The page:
Costa del Sol
R-3 Sendero del Quejigal
Benalmádena Pueblo - Arroyo de la Miel road at the height of the motorway viaduct, at an altitude of 175 m.
Junction with Route 6, at an altitude of 580 m.
Approximately 3.5 km to the junction with Route 6.
At the bend in the road, an information panel marks the start of the route. In this first section, the path runs along the bed of the stream, under the viaduct of the A-7 motorway, until it reaches a small esplanade where the Arroyo de Puerto Viejo flows into the stream. In this area we can see some alluvial deposits, mainly on the slope to the north.
Take the path that starts from the stream itself and climbs up the southern slope, through a dense mass of Aleppo pines. When you reach an altitude of approximately 330 metres, you will come to the junction with Route 4. From here, the path becomes less steep and heads north-west until it crosses the bed of the Regajo del Quejigal.
Along this stretch, either on the path itself or close to it, there are several small huts that were used as reservoirs for the old water conduction that came down from the sierra. Nowadays they are hardly used, but they serve as watering troughs for the animals that come to them.
We leave behind us, on the left, a rocky escarpment, in front of which a pine grove develops where Aleppo pines and stone pines intermingle, which descends to the bed of the stream, at the same time as it delimits, for a short stretch, the path itself.
As we advance, a wide panoramic view of the sierra opens up before our eyes, with the Tajo del Quejigal and the Tajos de la Sabia cliffs standing out to the west. The layout of the masses of pine trees on the opposite slope, on the other side of the stream, is striking, as are the rocky escarpments below them, which show the inclination (south) and orientation (east-west) of the limestone strata in this part of the sierra. On this slope, which is more exposed to the rigours of the weather, the vegetation is less abundant than on the slope on which we are situated. In addition to the aforementioned pines, there is a rock rosemary that becomes thicker in the higher areas.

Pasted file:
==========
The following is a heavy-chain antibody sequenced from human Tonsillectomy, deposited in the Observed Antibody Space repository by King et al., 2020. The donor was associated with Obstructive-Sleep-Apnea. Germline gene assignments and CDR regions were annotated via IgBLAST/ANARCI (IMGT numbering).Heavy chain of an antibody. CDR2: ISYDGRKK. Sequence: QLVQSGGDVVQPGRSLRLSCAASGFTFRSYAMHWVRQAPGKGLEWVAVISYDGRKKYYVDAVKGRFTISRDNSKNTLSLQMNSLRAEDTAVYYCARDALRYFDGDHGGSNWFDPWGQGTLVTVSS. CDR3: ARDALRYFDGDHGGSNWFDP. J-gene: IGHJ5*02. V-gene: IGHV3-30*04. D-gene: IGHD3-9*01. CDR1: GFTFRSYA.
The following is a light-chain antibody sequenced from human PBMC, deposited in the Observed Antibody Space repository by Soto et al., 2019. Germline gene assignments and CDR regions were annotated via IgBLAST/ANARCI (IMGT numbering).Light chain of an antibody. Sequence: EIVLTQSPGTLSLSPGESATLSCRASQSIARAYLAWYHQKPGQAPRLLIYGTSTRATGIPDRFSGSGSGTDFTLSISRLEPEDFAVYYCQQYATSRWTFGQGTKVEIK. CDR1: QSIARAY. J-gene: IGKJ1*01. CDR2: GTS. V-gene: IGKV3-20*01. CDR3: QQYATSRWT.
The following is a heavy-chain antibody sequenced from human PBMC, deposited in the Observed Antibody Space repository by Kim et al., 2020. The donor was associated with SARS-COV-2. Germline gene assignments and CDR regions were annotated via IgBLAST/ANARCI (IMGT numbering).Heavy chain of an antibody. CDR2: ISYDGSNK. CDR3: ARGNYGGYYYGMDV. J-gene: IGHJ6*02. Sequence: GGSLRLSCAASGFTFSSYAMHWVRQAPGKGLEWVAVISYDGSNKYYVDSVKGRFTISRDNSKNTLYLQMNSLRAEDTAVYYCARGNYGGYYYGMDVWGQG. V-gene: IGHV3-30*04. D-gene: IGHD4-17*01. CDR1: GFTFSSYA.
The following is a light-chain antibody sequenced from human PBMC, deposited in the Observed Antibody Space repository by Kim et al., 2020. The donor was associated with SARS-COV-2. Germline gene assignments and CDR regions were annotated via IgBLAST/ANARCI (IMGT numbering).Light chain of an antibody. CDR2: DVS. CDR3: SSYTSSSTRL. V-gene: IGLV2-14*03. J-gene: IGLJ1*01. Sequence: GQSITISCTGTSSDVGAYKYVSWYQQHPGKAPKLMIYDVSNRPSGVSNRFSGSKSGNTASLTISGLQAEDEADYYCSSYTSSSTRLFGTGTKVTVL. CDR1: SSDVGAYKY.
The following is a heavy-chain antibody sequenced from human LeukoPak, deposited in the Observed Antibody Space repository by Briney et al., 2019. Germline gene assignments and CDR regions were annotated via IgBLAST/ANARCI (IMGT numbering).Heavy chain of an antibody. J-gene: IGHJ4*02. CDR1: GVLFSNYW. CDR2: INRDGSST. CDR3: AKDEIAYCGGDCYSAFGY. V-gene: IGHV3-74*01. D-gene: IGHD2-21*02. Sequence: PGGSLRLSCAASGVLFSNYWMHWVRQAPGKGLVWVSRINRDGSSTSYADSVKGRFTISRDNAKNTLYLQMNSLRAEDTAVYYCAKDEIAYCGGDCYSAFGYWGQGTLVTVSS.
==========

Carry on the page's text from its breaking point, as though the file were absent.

At around 425 m altitude, the path, which descends over the last few metres, crosses the bed of the Regajo del Quejigal. The vegetation becomes particularly dense due to the environmental conditions prevailing in the riverbed, with a thick mass of oleanders upstream, under whose branches a shady and cool microclimate is created. The existence of churrero reed and pinchuita reeds indicates the presence of damp soil. Among the oleanders, cornicabra and a few carob trees stand out above them. Towards the outside of the riverbed, a dense thicket of bramble, dotted with cistus, marks the limit of this plant community linked to the riverbed. On the slope, a dense rockrose bed dotted with pines and junipers covers almost the entire surface.
From this point, the path ascends sharply in a northerly direction, in search of the adjacent gully. In its first stretch, we leave a pond area to the right and cross a small mass of pine trees. When you reach the same height as the base of the Tajo del Quejigal, the path becomes less steep as it passes through a rocky area, where there are isolated specimens of myrtle.
As you approach the stream bed, the texture of the path changes, becoming sandier. Up to this point, we have crossed the limestone marbles and now we enter the area formed by dolomitic marbles, until the end of the route.
In the riverbed, the mass of pine trees located on the northern slope, along the headwaters of the stream, as well as the panoramic view of the last stretch of the route, stand out.
After overcoming this last ascent, we find ourselves at the junction with Route 6. To the west, the path leads us towards El Castillejo; and to the east, we can reach Puerto Viejo and link up with Routes 1 and 2.
Two sections of the Gran Senda de Málaga (GR249) run along this same route: the end of stage 33 (Mijas - Benalmádena) and the beginning of stage 34 (Benalmádena - Alhaurín de la Torre).